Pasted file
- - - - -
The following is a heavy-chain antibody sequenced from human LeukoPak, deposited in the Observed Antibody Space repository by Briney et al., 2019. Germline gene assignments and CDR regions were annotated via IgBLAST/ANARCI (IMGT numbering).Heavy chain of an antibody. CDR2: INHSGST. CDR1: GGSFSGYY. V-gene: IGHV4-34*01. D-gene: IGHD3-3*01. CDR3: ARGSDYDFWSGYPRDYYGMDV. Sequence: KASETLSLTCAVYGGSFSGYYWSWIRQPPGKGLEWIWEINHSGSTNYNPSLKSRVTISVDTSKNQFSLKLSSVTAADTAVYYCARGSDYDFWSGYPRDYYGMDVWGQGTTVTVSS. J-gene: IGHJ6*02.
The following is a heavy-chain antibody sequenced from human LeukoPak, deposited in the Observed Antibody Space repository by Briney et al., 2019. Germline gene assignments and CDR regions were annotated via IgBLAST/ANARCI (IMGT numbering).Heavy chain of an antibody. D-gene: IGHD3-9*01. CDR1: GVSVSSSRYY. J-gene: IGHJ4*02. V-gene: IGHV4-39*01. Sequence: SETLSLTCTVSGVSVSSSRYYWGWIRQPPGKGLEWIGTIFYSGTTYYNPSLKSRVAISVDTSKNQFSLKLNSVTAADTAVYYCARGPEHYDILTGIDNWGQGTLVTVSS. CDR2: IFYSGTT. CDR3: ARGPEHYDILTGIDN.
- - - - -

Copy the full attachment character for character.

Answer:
The following is a heavy-chain antibody sequenced from human LeukoPak, deposited in the Observed Antibody Space repository by Briney et al., 2019. Germline gene assignments and CDR regions were annotated via IgBLAST/ANARCI (IMGT numbering).Heavy chain of an antibody. CDR2: INHSGST. CDR1: GGSFSGYY. V-gene: IGHV4-34*01. D-gene: IGHD3-3*01. CDR3: ARGSDYDFWSGYPRDYYGMDV. Sequence: KASETLSLTCAVYGGSFSGYYWSWIRQPPGKGLEWIWEINHSGSTNYNPSLKSRVTISVDTSKNQFSLKLSSVTAADTAVYYCARGSDYDFWSGYPRDYYGMDVWGQGTTVTVSS. J-gene: IGHJ6*02.
The following is a heavy-chain antibody sequenced from human LeukoPak, deposited in the Observed Antibody Space repository by Briney et al., 2019. Germline gene assignments and CDR regions were annotated via IgBLAST/ANARCI (IMGT numbering).Heavy chain of an antibody. D-gene: IGHD3-9*01. CDR1: GVSVSSSRYY. J-gene: IGHJ4*02. V-gene: IGHV4-39*01. Sequence: SETLSLTCTVSGVSVSSSRYYWGWIRQPPGKGLEWIGTIFYSGTTYYNPSLKSRVAISVDTSKNQFSLKLNSVTAADTAVYYCARGPEHYDILTGIDNWGQGTLVTVSS. CDR2: IFYSGTT. CDR3: ARGPEHYDILTGIDN.